Bud Selig’s salary
|02.02.09 at 3:56 pm ET|
Clearly, a new economic era has arrived in Major League Baseball–at least for its players and most owners. Jason Varitek’s pay cut has been well documented in these parts. Pat Burrell, coming off a year when he was a middle-of-the-order presence for a World Series winner, struggled to find a two-year, $16 million deal. Pitchers with All-Star resumes, such as Ben Sheets, are still looking for work, wondering why they can’t get a multi-year offer when, just a few years ago, folks like Adam Eaton and Vicente Padilla could land three-year deals for $8-10 million or more.
Aside from a handful of guys – most notably, Mark Teixeira, CC Sabathia, A.J. Burnett and Derek Lowe – it’s been a terrible time to be a free agent. No doubt, there are plenty of players who wish they had accepted those arbitration offers back in December, or who now wonder why they didn’t more aggressively explore discussions of an extension just a year ago.
But what of Major League Baseball’s Commissioner? What about the man who has overseen explosive financial growth in an industry that, like most sectors of American life, is almost certain to endure serious financial decline?
According to Eric Fisher of the Sports Business Journal, Selig made $18.35 million in the fiscal year that ended on October 31, 2007 – just after the Red Sox won the World Series. He was believed to be due for a pay increase last season, and had the good sense (luck?) to sign a three-year contract extension in early 2008 that will offer further pay increases through 2012.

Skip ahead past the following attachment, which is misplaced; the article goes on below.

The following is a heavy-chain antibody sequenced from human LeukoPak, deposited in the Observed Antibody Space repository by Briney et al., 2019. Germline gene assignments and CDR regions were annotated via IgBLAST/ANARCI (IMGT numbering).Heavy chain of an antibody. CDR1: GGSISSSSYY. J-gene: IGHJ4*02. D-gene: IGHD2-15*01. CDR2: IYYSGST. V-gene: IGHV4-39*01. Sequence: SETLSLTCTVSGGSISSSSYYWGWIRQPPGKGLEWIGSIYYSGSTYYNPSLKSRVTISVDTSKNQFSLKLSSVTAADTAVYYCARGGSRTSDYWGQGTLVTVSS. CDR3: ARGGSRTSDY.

Given that Selig has been the head man for MLB during a period of massive revenue increases, it is understandable that the owners would reward him. However, it would have been fascinating to see what might have happened had the owners not re-signed Selig until this offseason. Would he, like Burrell and Varitek, have faced a reduced salary, based on the notion espoused by owners and front offices that the game is about to take a revenue hit? In the likely case that owners would not have taken such a stance with their commissioner, it would have been interesting to hear what players and agents would have uttered at a time when those who make their livings on the field are now subject to pay cuts.
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